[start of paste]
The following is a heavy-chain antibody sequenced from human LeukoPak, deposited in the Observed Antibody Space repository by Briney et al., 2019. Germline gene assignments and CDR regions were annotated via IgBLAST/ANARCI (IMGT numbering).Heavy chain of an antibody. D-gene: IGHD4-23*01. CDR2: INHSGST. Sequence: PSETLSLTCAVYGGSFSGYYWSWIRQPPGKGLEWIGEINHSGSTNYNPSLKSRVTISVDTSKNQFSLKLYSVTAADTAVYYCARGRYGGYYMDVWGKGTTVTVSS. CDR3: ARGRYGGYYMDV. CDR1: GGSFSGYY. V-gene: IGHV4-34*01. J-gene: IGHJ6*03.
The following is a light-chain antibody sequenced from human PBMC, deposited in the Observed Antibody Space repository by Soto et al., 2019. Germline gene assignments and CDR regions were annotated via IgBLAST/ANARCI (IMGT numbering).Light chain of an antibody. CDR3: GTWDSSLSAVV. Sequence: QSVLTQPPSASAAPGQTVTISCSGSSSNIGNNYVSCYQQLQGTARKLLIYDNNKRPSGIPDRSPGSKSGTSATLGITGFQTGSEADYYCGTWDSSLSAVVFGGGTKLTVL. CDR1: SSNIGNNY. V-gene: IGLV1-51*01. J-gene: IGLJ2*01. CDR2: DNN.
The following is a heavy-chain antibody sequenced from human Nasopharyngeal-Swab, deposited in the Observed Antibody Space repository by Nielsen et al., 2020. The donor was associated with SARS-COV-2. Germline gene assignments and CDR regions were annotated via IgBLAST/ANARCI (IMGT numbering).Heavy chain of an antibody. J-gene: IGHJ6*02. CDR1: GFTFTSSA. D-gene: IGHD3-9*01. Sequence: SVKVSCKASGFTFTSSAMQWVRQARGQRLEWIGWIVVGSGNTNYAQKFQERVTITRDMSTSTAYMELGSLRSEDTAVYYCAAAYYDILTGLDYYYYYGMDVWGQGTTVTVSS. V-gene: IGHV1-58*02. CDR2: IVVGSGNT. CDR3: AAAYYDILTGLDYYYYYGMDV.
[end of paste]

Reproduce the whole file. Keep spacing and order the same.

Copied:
The following is a heavy-chain antibody sequenced from human LeukoPak, deposited in the Observed Antibody Space repository by Briney et al., 2019. Germline gene assignments and CDR regions were annotated via IgBLAST/ANARCI (IMGT numbering).Heavy chain of an antibody. D-gene: IGHD4-23*01. CDR2: INHSGST. Sequence: PSETLSLTCAVYGGSFSGYYWSWIRQPPGKGLEWIGEINHSGSTNYNPSLKSRVTISVDTSKNQFSLKLYSVTAADTAVYYCARGRYGGYYMDVWGKGTTVTVSS. CDR3: ARGRYGGYYMDV. CDR1: GGSFSGYY. V-gene: IGHV4-34*01. J-gene: IGHJ6*03.
The following is a light-chain antibody sequenced from human PBMC, deposited in the Observed Antibody Space repository by Soto et al., 2019. Germline gene assignments and CDR regions were annotated via IgBLAST/ANARCI (IMGT numbering).Light chain of an antibody. CDR3: GTWDSSLSAVV. Sequence: QSVLTQPPSASAAPGQTVTISCSGSSSNIGNNYVSCYQQLQGTARKLLIYDNNKRPSGIPDRSPGSKSGTSATLGITGFQTGSEADYYCGTWDSSLSAVVFGGGTKLTVL. CDR1: SSNIGNNY. V-gene: IGLV1-51*01. J-gene: IGLJ2*01. CDR2: DNN.
The following is a heavy-chain antibody sequenced from human Nasopharyngeal-Swab, deposited in the Observed Antibody Space repository by Nielsen et al., 2020. The donor was associated with SARS-COV-2. Germline gene assignments and CDR regions were annotated via IgBLAST/ANARCI (IMGT numbering).Heavy chain of an antibody. J-gene: IGHJ6*02. CDR1: GFTFTSSA. D-gene: IGHD3-9*01. Sequence: SVKVSCKASGFTFTSSAMQWVRQARGQRLEWIGWIVVGSGNTNYAQKFQERVTITRDMSTSTAYMELGSLRSEDTAVYYCAAAYYDILTGLDYYYYYGMDVWGQGTTVTVSS. V-gene: IGHV1-58*02. CDR2: IVVGSGNT. CDR3: AAAYYDILTGLDYYYYYGMDV.